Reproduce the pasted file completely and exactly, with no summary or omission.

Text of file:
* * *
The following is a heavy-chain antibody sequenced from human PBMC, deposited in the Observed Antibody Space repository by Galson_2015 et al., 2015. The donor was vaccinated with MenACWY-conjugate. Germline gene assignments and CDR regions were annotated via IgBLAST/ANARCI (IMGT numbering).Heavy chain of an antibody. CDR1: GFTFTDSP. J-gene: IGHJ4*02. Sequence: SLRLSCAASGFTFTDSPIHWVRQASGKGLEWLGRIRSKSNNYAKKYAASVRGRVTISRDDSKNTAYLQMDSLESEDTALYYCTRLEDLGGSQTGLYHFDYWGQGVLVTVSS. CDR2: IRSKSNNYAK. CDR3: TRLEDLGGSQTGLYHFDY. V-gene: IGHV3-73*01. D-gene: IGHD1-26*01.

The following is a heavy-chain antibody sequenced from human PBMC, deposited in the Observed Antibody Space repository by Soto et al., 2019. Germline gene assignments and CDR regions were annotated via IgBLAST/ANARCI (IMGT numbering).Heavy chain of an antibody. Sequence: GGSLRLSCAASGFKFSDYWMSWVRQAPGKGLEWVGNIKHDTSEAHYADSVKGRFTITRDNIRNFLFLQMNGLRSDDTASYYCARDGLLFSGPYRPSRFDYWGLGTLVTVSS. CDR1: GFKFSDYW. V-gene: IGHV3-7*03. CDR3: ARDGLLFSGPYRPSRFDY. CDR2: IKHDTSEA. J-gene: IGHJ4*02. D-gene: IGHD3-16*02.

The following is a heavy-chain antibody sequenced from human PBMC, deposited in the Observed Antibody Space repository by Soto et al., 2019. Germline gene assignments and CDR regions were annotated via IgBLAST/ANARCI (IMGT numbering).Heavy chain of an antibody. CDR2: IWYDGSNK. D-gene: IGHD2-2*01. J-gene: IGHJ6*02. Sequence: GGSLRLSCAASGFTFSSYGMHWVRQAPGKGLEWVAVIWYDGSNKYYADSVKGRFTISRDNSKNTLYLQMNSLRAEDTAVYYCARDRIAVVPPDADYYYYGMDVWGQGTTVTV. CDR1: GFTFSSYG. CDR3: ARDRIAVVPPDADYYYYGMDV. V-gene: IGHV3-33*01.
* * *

The following is a heavy-chain antibody sequenced from human PBMC, deposited in the Observed Antibody Space repository by Galson_2015 et al., 2015. The donor was vaccinated with MenACWY-conjugate. Germline gene assignments and CDR regions were annotated via IgBLAST/ANARCI (IMGT numbering).Heavy chain of an antibody. CDR1: GFTFTDSP. J-gene: IGHJ4*02. Sequence: SLRLSCAASGFTFTDSPIHWVRQASGKGLEWLGRIRSKSNNYAKKYAASVRGRVTISRDDSKNTAYLQMDSLESEDTALYYCTRLEDLGGSQTGLYHFDYWGQGVLVTVSS. CDR2: IRSKSNNYAK. CDR3: TRLEDLGGSQTGLYHFDY. V-gene: IGHV3-73*01. D-gene: IGHD1-26*01.

The following is a heavy-chain antibody sequenced from human PBMC, deposited in the Observed Antibody Space repository by Soto et al., 2019. Germline gene assignments and CDR regions were annotated via IgBLAST/ANARCI (IMGT numbering).Heavy chain of an antibody. Sequence: GGSLRLSCAASGFKFSDYWMSWVRQAPGKGLEWVGNIKHDTSEAHYADSVKGRFTITRDNIRNFLFLQMNGLRSDDTASYYCARDGLLFSGPYRPSRFDYWGLGTLVTVSS. CDR1: GFKFSDYW. V-gene: IGHV3-7*03. CDR3: ARDGLLFSGPYRPSRFDY. CDR2: IKHDTSEA. J-gene: IGHJ4*02. D-gene: IGHD3-16*02.

The following is a heavy-chain antibody sequenced from human PBMC, deposited in the Observed Antibody Space repository by Soto et al., 2019. Germline gene assignments and CDR regions were annotated via IgBLAST/ANARCI (IMGT numbering).Heavy chain of an antibody. CDR2: IWYDGSNK. D-gene: IGHD2-2*01. J-gene: IGHJ6*02. Sequence: GGSLRLSCAASGFTFSSYGMHWVRQAPGKGLEWVAVIWYDGSNKYYADSVKGRFTISRDNSKNTLYLQMNSLRAEDTAVYYCARDRIAVVPPDADYYYYGMDVWGQGTTVTV. CDR1: GFTFSSYG. CDR3: ARDRIAVVPPDADYYYYGMDV. V-gene: IGHV3-33*01.